In the midst of a surge of violence throughout the pandemic towards members of the Asian, Pacific Islander and Desi American (APIDA) community, we are heartbroken at the murders in the Atlanta, Georgia area this week. These homicides follow well-documented spikes in harassment against APIDA individuals throughout the United States including women, elders, health care professionals, and researchers.
We condemn racism against members of the ADIPA community.
We stand with students, faculty and staff of Asian, Pacific Islander and Desi American descent in the UW School of Medicine and Public Health.
We see you.
We will act in solidarity against xenophobia and anti-Asian racist violence.
We are committed to addressing racism and all of its impacts, including the role of racism as a driver of health inequities.
We are committed to dismantling racism in ourselves, in our institution, and in our community.
During this time of mourning, please remember there are resources available within and beyond our institution:
- The UW–Madison APIDA affinity group supported by the Division of Diversity, Equity & Educational Achievement (DDEEA)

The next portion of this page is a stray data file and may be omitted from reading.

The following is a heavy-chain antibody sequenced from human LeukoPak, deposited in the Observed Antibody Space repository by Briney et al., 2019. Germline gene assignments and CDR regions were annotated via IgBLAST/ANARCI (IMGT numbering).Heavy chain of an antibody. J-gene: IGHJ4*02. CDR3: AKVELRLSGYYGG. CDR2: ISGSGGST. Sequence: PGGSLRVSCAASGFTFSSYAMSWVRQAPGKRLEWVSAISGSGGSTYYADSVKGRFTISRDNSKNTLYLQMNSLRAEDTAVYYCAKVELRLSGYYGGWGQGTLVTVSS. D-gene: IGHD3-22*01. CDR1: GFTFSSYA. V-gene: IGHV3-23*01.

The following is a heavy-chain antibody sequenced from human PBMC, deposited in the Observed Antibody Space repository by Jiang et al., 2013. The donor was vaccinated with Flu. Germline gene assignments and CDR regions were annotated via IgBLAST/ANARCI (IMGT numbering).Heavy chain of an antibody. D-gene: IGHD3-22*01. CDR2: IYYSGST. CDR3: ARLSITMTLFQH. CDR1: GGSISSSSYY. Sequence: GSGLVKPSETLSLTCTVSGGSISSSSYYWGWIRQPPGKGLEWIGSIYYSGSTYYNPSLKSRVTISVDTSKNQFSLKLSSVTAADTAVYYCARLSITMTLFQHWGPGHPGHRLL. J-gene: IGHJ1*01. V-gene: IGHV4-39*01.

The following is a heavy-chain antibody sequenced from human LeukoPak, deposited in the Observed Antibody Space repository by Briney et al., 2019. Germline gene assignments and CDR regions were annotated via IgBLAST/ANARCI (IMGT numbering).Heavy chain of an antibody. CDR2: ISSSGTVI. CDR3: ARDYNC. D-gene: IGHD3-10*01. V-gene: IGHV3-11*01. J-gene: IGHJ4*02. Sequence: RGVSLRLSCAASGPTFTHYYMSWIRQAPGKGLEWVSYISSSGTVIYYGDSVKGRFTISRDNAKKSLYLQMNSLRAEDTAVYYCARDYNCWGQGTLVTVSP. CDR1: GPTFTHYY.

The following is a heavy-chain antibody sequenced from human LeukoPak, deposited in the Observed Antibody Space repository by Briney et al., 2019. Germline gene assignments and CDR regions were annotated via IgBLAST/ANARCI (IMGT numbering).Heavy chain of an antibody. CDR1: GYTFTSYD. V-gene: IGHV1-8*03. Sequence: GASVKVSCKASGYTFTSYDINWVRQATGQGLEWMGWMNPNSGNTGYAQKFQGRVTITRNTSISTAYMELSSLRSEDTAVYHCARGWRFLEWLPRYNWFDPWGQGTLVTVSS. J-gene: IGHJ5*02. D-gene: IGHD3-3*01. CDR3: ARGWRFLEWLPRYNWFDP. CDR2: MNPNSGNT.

- The Asian, Asian American, Pacific Islander (AAPI) Employee Resource Group (ERG) facilitated by the UW Health Office of Diversity, Equity and Inclusion
- Support for SMPH learners through the Office of Multicultural Affairs, 608-265-4867 or email@example.com
- The UW–Madison chapter of Asian Pacific American Medical Student Association (APAMSA)
- UW–Madison Dean of Students Office, 608-263-5700
- University Health Services Mental Health Services, 608-265-5600 (option 9)
- Employee Assistance Office, 608-263-2987
- Report mistreatment or harassment of SMPH students
- Report incidents of bias or hate to the UW–Madison Dean of Students Office
- A resource collection curated by DDEEA of books, articles, documentaries, and organizations is available to support the AIDPA community
The UW School of Medicine and Public Health is committed to creating an environment free of discrimination on the basis of age, creed, gender identity, national origin, race, sex, or sexual orientation. Our Shared Guidelines for Professional Conduct specify our pledge to treat everyone with respect, and to take action when behavior contrary to these guidelines occurs.
As we begin to emerge from the pandemic shaken by loss, let us take this opportunity to come together in ways that are true and lasting. Let us allow these sorrows to shape us and deepen our resolve. And let us renew our commitment to advancing health and health equity by respecting the rights, dignity, and differences of all.